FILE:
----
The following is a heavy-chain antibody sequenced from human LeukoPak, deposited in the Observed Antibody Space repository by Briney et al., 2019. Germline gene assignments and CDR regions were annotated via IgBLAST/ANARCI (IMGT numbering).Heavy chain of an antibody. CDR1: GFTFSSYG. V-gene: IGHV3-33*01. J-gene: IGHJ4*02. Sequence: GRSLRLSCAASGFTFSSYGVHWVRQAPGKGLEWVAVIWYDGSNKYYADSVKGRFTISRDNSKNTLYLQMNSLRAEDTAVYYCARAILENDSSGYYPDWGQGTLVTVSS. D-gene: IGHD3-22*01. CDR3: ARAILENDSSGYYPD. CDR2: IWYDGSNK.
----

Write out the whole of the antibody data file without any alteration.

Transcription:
The following is a heavy-chain antibody sequenced from human LeukoPak, deposited in the Observed Antibody Space repository by Briney et al., 2019. Germline gene assignments and CDR regions were annotated via IgBLAST/ANARCI (IMGT numbering).Heavy chain of an antibody. CDR1: GFTFSSYG. V-gene: IGHV3-33*01. J-gene: IGHJ4*02. Sequence: GRSLRLSCAASGFTFSSYGVHWVRQAPGKGLEWVAVIWYDGSNKYYADSVKGRFTISRDNSKNTLYLQMNSLRAEDTAVYYCARAILENDSSGYYPDWGQGTLVTVSS. D-gene: IGHD3-22*01. CDR3: ARAILENDSSGYYPD. CDR2: IWYDGSNK.